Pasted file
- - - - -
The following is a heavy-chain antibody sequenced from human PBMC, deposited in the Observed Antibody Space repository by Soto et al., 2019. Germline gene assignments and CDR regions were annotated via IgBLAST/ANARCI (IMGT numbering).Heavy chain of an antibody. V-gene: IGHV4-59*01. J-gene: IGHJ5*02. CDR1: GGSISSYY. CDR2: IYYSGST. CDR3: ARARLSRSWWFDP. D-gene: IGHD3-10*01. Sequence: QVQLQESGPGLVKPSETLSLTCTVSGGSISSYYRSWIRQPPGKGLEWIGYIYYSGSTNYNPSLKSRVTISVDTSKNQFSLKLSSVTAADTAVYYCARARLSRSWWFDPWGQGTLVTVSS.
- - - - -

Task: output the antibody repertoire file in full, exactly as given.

The following is a heavy-chain antibody sequenced from human PBMC, deposited in the Observed Antibody Space repository by Soto et al., 2019. Germline gene assignments and CDR regions were annotated via IgBLAST/ANARCI (IMGT numbering).Heavy chain of an antibody. V-gene: IGHV4-59*01. J-gene: IGHJ5*02. CDR1: GGSISSYY. CDR2: IYYSGST. CDR3: ARARLSRSWWFDP. D-gene: IGHD3-10*01. Sequence: QVQLQESGPGLVKPSETLSLTCTVSGGSISSYYRSWIRQPPGKGLEWIGYIYYSGSTNYNPSLKSRVTISVDTSKNQFSLKLSSVTAADTAVYYCARARLSRSWWFDPWGQGTLVTVSS.